Mar 10 2013
Mikiharu Aoki kindly sent me his 2012 book on mistake-proofing (Poka-Yoke) in Toyota factories. I had asked him for it out of curiosity about new developments in this field.
The classics on Poka-Yoke are Shigeo Shingo’s Zero Quality Control (1986) and Productivity Press’s big red book (1987), both of which are useful but leave you hungry for more examples that do not date back to the 1960s and 70s.
In Make No Mistake (2001) Martin Hinckley reused many of the same examples, but added a few using more electronics, discussed the relationship between mistake-proofing and statistical methods, and included a directory of suppliers for tools and devices. I spot-checked the websites of a few of them and, 12 years after publication of the book, found they were all still around.
While Taiichi Ohno and Shigeo Shingo were men of my grandparents’ generation, Mikiharu Aoki is my contemporary. He is not a founding father of the Toyota Production System, but he has worked in its modern incarnation for 26 years before becoming a consultant. He has written several books — only available in Japanese — and all but one with “Toyota” in the title.
Part I is a discussion of the steps needed to implement Poka-Yoke; Part II, 72 actual examples explained through conceptual diagrams and cartoons.
Part I, about 1/3 of the book, first discusses 5S, standard work, process capability, and one-piece flow as prerequisites to mistake-proofing. It then distinguishes the categories of mistake-proofing devices, such as the ones that physically prevent mistakes versus those that prevent defectives from escaping to the next process. It describes the use of Andons to trigger responses to problems detected by mistake-proofing, and expresses a preference for devices that involve direct, mechanical contact with work pieces over sensors and electronics, because their operation is visually obvious.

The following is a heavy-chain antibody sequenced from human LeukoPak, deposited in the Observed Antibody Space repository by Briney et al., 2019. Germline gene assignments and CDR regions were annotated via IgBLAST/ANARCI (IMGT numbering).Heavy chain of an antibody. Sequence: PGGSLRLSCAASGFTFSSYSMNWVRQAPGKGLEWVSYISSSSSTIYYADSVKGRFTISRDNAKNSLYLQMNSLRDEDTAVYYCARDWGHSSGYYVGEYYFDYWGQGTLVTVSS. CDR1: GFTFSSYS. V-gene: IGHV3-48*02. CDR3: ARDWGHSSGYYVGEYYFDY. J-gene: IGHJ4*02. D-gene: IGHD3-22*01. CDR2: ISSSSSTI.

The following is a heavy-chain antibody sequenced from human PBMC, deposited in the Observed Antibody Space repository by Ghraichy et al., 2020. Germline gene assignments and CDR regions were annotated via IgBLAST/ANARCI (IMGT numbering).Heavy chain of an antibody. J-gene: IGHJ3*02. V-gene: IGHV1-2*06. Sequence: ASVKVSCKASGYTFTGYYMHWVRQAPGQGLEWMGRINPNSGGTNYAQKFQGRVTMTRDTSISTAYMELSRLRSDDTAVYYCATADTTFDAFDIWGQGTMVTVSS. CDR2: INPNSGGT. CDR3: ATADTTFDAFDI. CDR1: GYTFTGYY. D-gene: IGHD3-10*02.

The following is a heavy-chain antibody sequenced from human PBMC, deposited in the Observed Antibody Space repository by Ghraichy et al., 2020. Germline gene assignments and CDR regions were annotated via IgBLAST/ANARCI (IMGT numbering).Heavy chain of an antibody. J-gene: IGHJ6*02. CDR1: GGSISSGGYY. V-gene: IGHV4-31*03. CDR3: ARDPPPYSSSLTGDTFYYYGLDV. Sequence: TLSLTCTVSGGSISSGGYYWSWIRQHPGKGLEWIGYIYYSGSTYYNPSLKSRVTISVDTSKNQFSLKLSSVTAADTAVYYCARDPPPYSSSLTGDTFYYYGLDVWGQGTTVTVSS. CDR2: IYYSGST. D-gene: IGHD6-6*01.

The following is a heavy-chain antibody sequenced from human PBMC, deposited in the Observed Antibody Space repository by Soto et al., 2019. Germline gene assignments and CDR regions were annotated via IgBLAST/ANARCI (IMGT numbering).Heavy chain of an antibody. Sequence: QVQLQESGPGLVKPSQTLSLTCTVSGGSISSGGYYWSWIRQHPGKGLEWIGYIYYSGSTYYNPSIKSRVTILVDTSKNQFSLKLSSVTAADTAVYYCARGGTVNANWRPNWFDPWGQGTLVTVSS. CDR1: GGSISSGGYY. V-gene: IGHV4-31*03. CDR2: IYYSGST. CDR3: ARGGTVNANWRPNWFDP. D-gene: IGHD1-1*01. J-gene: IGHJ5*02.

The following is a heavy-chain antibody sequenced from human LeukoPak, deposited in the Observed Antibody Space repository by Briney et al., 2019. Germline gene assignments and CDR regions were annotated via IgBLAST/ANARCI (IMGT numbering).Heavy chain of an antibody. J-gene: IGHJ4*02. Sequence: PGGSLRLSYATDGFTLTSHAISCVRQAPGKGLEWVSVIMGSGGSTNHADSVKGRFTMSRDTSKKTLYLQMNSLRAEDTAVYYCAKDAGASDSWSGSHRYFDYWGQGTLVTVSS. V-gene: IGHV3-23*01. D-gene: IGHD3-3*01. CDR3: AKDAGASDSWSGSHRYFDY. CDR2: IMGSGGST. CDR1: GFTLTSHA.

On the other hand, I did not see recommendations on how you organize the implementation of mistake-proofing, monitor progress, and make sure that the devices do not deteriorate or fall out of use over time. This is not covered either in any of the other books I have seen on the subject.
The examples in Part II are more similar to those in the older books than I expected. The tangs used to prevent mounting the button in the wrong position on a music player control panel are a classic, and the same method is used in my HP inkjet printer to prevent mounting ink cartridges in the dock for a different color.
In the following case is also consistent with the older Poka-Yokes: the outer dimensions of products are used to tell them apart and make different sets of parts available for assembly.
Clearly, the way it works, and whether it works, is obvious. By a method that relies on differences in the outer dimensions of a product is only applicable where such differences exist. With car engines, they do; with computers, they don’t, and many different configurations of the same product are mounted in the same chassis. In such a context, you have to resort to bar codes, QR codes, or RFID tags and the computer systems that go with them.
I expected to see more use of this kind of technology in current Poka-Yokes, but I understand that Aoki’s book is about car manufacturing and that you want, as much as possible, the devices to be invented on the shop floor by production people.
Among Aoki’s books, the one without Toyota in the title is called “All about car factories” (自動車工場のすべて, November, 2012), and its purpose is to explain in an integrated manner both the production process and production control sides of car making. Aoki also included it in his package to me, but I have not had a chance to look at it yet. I will keep you posted.